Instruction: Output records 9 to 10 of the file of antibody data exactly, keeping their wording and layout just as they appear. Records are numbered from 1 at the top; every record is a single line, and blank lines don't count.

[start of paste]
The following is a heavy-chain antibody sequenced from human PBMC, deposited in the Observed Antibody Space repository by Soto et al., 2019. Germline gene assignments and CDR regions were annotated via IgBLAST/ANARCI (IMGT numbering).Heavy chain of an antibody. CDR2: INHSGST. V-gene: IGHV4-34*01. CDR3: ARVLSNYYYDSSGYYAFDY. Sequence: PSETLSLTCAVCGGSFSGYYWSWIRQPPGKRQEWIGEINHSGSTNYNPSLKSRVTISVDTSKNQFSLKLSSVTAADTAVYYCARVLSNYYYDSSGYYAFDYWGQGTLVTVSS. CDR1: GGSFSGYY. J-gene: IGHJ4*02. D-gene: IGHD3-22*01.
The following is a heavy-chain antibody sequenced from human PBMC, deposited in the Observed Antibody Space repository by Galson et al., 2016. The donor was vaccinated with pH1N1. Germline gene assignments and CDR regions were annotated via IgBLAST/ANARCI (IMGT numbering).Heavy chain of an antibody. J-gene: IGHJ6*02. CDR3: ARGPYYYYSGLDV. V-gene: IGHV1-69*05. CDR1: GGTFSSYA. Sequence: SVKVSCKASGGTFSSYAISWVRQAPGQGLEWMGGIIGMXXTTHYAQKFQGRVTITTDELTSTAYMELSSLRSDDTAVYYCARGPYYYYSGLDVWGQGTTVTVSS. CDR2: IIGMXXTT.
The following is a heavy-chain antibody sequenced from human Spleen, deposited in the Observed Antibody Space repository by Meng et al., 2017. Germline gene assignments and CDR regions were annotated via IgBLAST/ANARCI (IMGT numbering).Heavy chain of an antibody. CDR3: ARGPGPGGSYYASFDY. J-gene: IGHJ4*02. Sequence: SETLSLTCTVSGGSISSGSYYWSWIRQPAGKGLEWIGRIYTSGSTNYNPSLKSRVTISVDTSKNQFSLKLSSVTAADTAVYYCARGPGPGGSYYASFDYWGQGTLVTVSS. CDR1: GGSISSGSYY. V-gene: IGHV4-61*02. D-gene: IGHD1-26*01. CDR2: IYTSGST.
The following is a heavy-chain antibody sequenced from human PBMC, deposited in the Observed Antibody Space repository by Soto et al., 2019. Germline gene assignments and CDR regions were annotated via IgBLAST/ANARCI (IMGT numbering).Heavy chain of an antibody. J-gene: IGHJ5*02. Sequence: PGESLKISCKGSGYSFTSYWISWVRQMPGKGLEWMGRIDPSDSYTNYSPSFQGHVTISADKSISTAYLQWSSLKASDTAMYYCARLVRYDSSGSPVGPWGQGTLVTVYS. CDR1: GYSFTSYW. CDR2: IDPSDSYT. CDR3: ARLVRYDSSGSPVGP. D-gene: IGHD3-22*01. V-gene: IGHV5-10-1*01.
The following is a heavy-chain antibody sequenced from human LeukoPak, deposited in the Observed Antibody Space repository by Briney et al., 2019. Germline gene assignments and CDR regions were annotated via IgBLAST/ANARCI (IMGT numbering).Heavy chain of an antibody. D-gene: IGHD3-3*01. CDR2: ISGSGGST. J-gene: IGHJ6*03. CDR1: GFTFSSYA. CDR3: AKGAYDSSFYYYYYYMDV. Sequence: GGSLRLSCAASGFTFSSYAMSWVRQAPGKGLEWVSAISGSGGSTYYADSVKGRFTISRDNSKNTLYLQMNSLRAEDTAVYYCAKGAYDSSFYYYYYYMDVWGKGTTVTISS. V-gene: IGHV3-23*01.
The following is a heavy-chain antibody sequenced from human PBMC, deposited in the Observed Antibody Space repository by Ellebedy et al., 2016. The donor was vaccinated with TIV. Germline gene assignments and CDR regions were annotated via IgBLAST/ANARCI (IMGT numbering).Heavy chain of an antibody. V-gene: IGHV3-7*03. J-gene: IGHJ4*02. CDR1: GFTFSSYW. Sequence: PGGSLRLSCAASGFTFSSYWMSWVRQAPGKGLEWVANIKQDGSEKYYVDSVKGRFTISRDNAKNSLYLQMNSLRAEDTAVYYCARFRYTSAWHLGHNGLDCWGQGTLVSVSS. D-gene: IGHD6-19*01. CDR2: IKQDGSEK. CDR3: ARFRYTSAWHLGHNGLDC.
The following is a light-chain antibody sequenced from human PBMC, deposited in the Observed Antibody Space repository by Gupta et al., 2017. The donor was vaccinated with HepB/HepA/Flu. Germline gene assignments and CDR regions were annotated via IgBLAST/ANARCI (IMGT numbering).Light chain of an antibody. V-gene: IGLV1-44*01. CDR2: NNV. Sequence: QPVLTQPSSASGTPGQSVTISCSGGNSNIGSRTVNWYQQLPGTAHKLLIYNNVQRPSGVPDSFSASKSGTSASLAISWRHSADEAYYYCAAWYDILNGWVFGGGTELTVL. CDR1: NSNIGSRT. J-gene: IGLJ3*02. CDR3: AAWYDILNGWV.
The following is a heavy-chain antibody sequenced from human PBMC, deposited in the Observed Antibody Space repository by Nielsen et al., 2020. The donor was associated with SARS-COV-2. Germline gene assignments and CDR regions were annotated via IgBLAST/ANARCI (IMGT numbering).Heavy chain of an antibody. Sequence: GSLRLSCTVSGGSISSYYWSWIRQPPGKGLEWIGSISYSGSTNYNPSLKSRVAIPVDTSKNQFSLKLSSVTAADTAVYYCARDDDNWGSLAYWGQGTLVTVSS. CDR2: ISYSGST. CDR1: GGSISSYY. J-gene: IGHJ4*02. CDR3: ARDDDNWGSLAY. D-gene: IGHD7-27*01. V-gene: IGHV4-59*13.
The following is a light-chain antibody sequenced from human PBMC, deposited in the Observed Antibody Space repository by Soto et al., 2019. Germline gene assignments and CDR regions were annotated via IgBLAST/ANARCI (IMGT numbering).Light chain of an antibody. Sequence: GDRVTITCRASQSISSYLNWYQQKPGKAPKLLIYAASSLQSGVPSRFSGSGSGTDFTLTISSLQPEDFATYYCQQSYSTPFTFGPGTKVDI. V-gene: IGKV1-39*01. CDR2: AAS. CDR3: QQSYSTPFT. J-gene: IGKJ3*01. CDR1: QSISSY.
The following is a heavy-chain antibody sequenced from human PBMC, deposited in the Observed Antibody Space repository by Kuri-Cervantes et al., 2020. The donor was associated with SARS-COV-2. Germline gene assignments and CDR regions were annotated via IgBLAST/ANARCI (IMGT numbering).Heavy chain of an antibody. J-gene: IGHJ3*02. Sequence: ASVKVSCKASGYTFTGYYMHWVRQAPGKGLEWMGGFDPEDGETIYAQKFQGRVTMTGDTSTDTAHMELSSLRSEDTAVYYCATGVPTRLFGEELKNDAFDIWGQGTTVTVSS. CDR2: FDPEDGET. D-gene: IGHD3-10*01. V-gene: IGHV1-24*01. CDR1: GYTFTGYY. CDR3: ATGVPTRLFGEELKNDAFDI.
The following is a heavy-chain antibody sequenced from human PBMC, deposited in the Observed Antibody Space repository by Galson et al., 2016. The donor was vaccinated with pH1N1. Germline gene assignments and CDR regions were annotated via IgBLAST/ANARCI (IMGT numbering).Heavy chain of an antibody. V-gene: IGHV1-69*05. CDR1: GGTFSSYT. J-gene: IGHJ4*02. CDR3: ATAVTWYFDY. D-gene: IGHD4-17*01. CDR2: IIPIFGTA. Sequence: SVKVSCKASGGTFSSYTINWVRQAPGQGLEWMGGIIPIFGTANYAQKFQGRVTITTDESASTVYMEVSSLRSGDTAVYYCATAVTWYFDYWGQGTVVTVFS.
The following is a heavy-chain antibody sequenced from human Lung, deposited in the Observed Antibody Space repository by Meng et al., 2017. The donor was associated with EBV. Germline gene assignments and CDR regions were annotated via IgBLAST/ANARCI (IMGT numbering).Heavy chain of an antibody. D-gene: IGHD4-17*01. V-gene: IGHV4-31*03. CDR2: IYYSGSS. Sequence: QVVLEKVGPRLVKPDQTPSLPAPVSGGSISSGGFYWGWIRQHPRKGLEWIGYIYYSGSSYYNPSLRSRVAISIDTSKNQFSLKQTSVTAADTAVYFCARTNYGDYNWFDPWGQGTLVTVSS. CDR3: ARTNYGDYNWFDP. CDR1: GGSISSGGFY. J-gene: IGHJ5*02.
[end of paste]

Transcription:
The following is a light-chain antibody sequenced from human PBMC, deposited in the Observed Antibody Space repository by Soto et al., 2019. Germline gene assignments and CDR regions were annotated via IgBLAST/ANARCI (IMGT numbering).Light chain of an antibody. Sequence: GDRVTITCRASQSISSYLNWYQQKPGKAPKLLIYAASSLQSGVPSRFSGSGSGTDFTLTISSLQPEDFATYYCQQSYSTPFTFGPGTKVDI. V-gene: IGKV1-39*01. CDR2: AAS. CDR3: QQSYSTPFT. J-gene: IGKJ3*01. CDR1: QSISSY.
The following is a heavy-chain antibody sequenced from human PBMC, deposited in the Observed Antibody Space repository by Kuri-Cervantes et al., 2020. The donor was associated with SARS-COV-2. Germline gene assignments and CDR regions were annotated via IgBLAST/ANARCI (IMGT numbering).Heavy chain of an antibody. J-gene: IGHJ3*02. Sequence: ASVKVSCKASGYTFTGYYMHWVRQAPGKGLEWMGGFDPEDGETIYAQKFQGRVTMTGDTSTDTAHMELSSLRSEDTAVYYCATGVPTRLFGEELKNDAFDIWGQGTTVTVSS. CDR2: FDPEDGET. D-gene: IGHD3-10*01. V-gene: IGHV1-24*01. CDR1: GYTFTGYY. CDR3: ATGVPTRLFGEELKNDAFDI.